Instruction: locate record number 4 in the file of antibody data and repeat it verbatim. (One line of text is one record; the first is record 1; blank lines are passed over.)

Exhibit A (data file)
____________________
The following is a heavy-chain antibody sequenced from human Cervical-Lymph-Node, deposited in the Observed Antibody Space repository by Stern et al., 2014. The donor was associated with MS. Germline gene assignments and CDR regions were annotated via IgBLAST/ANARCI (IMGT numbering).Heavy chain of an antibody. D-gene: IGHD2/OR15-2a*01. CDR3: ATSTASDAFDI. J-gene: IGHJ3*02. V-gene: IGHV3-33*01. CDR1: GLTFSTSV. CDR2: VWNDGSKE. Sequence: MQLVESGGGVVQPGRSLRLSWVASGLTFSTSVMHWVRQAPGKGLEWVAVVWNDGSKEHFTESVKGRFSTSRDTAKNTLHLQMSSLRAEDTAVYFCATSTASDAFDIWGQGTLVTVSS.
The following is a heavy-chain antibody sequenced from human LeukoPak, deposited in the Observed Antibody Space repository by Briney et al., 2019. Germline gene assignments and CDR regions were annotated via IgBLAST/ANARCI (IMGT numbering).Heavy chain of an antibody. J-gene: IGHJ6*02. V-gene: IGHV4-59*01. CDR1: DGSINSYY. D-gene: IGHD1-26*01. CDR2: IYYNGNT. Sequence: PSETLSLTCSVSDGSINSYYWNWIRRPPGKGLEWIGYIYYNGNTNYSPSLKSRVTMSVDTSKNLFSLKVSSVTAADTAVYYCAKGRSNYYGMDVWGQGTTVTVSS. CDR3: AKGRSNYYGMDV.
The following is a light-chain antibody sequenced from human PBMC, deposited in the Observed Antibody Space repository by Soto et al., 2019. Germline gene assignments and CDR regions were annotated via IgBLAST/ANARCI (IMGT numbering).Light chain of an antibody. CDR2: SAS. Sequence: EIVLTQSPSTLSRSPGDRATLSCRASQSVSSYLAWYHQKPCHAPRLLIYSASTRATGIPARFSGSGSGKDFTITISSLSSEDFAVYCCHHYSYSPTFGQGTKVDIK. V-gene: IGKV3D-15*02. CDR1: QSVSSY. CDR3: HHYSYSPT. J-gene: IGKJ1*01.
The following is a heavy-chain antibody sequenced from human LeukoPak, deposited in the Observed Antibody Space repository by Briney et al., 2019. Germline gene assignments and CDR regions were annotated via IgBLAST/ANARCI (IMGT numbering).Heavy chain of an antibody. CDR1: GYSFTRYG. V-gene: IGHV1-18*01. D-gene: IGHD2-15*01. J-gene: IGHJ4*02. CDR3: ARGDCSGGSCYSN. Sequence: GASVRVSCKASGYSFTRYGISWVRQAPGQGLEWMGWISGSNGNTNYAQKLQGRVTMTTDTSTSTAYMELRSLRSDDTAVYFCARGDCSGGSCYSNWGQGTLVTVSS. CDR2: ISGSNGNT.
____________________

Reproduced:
The following is a heavy-chain antibody sequenced from human LeukoPak, deposited in the Observed Antibody Space repository by Briney et al., 2019. Germline gene assignments and CDR regions were annotated via IgBLAST/ANARCI (IMGT numbering).Heavy chain of an antibody. CDR1: GYSFTRYG. V-gene: IGHV1-18*01. D-gene: IGHD2-15*01. J-gene: IGHJ4*02. CDR3: ARGDCSGGSCYSN. Sequence: GASVRVSCKASGYSFTRYGISWVRQAPGQGLEWMGWISGSNGNTNYAQKLQGRVTMTTDTSTSTAYMELRSLRSDDTAVYFCARGDCSGGSCYSNWGQGTLVTVSS. CDR2: ISGSNGNT.